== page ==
16 October 2019

Summer holidays in the Netherlands

In October 2018 I moved to Bamako, so my second year has officially started! But first I spent the summer holiday with my family in the Netherlands. Being back at the World Waternet office in the Netherlands and meeting some of our water partners in the Netherlands, was nicely combined with spending time with family and friends. The children spent time with their grandparents, cousins and friends, while I worked for another four weeks. After that, we went camping for three weeks in Noord-Holland and Overijssel, finding ourselves back in Malian temperatures reaching 40°C. Being away from the Netherlands for so long makes me appreciate the landscapes, culture and history even more. A great place to spent the summer, but also tiring: a full ‘social’ year was squeezed into seven weeks. The return to Bamako was welcoming; the daily rhythm provided time for rest and recovery.

A hot summer day in Schagerwiel, Noord Holland (the Netherlands).

Mid-term review of the WaterWorX programme

In September, we were honored with the visit of a mid-term review consultant who came to evaluate the activities of our WaterWorX project with Malian water supply company SOMAGEP. All 24 projects under the WaterWorX programme are undergoing a mid-term review to see if the project activities are executed as planned and if the results and impact are achieved. All documentation (proposals, reports, evaluations, movies, frameworks, etc.) was sent to the consultant beforehand, for him to understand what the project is about and to assess the current status. During his four-day visit, he concluded that we are executing a relevant and solid project that needs additional funding in the coming years to reach an even greater impact.

WaterWorX promotions campaign for pro-poor connections in full swing.

Young Experts in West Africa

We said goodbye to our Young Expert Isabel van Klink (of whom you might have read one or two blogs as well). Her contract ended in September after two years in the SOMAGEP office in Bamako. Together with her counterpart Aboubacar Diallo, she contributed hugely to the success of World Waternet’s partnership with SOMAGEP. Led by project managers Bas ten Haaf and Abdoul Aziz Traore, Isabel and Aboubacar took on the day-to-day coordination of the project. Thanks to their excellent skills, good energy and pro-activeness, we have reached great results. As a SOMAGEP employee, Aboubacar will remain strongly involved in our partnership. In 2020, two new Young Experts will start in Bamako; one fully engaged in the WaterWorX programme, while the other is working 50/50 for the WaterWorX and Blue Deal programme.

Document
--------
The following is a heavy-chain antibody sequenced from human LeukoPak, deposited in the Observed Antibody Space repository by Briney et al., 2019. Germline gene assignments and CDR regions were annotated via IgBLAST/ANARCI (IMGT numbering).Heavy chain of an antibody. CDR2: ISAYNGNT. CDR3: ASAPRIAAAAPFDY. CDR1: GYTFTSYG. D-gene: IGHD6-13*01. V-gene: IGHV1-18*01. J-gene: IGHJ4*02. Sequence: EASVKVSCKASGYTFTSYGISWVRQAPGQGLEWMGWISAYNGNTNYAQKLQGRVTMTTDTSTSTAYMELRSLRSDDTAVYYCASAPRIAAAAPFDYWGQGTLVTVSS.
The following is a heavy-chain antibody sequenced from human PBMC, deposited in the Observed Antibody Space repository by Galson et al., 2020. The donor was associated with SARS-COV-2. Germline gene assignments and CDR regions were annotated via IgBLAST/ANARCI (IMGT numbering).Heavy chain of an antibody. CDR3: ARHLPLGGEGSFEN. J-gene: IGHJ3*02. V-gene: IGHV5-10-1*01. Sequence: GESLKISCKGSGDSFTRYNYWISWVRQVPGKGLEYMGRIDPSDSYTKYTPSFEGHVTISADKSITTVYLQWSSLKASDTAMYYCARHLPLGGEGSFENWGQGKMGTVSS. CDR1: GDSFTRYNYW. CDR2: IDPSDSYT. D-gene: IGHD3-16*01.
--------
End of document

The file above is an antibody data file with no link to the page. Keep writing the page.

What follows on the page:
The same goes for Etienne Nacoulma and Ewoud de Jong Posthumus, who were part of Young Expert Programme during the same period (but different projects) in Burkina Faso. Their contributions to the projects with the Burkinabe water authorities resulted in a strong foundation for our partnerships. Etienne will be working for our Burkina Faso office for at least another two years. Ewoud moved back to the Netherlands where he continues to work for Waternet as process manager for drinking water production as from October 1st. In Burkina Faso, a new local (Burkinabe) Young Expert started on that same date.

  Left: Isabel's goodbye at SOMAGEP. Right: Ewoud stopped his work in Burkina Faso, but continues to work for Waternet.

Safety & security training

To better anticipate on the possible dangers of living and working in Mali, I followed a three-day safety & security course in the Netherlands. The mix of theory, practice and real-life situations made it a very interesting training. With around 30 participants (working all over the world), we learned to assess risks and thoroughly better prepare our trips. We were also subjected to (little or more) stress. Actors played ‘angry’ or ‘violent’ to provoke our primary reactions. This, together with a lot of reflection with fellow participants, thought us how we react in these kind of situations. It provided me with a lot of experience, that might be usefull when it is really needed!